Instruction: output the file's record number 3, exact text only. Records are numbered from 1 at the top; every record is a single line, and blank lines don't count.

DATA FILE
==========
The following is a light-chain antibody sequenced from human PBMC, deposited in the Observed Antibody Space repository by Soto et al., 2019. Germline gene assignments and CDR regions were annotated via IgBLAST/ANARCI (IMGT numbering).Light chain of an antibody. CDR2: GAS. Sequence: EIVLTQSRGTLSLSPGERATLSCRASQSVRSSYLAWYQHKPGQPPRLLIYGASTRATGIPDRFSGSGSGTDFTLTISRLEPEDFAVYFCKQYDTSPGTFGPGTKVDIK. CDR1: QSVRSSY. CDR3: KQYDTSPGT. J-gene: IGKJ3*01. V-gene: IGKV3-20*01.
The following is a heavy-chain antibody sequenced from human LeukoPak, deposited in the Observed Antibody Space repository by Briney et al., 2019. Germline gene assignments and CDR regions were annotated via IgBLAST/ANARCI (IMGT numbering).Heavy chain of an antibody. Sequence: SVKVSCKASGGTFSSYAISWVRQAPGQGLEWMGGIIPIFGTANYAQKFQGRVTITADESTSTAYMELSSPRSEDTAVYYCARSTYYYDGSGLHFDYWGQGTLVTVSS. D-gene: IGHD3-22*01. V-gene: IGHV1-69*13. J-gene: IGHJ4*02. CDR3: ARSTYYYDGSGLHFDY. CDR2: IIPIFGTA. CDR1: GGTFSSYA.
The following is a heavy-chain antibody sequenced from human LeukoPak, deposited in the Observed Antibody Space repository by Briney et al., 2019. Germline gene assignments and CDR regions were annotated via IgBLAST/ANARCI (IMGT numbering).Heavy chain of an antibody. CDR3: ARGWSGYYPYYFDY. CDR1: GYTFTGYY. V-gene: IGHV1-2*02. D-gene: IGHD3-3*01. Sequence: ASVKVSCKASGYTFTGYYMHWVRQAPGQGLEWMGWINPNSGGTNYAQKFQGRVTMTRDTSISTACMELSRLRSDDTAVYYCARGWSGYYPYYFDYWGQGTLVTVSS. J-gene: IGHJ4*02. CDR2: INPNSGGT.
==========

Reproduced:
The following is a heavy-chain antibody sequenced from human LeukoPak, deposited in the Observed Antibody Space repository by Briney et al., 2019. Germline gene assignments and CDR regions were annotated via IgBLAST/ANARCI (IMGT numbering).Heavy chain of an antibody. CDR3: ARGWSGYYPYYFDY. CDR1: GYTFTGYY. V-gene: IGHV1-2*02. D-gene: IGHD3-3*01. Sequence: ASVKVSCKASGYTFTGYYMHWVRQAPGQGLEWMGWINPNSGGTNYAQKFQGRVTMTRDTSISTACMELSRLRSDDTAVYYCARGWSGYYPYYFDYWGQGTLVTVSS. J-gene: IGHJ4*02. CDR2: INPNSGGT.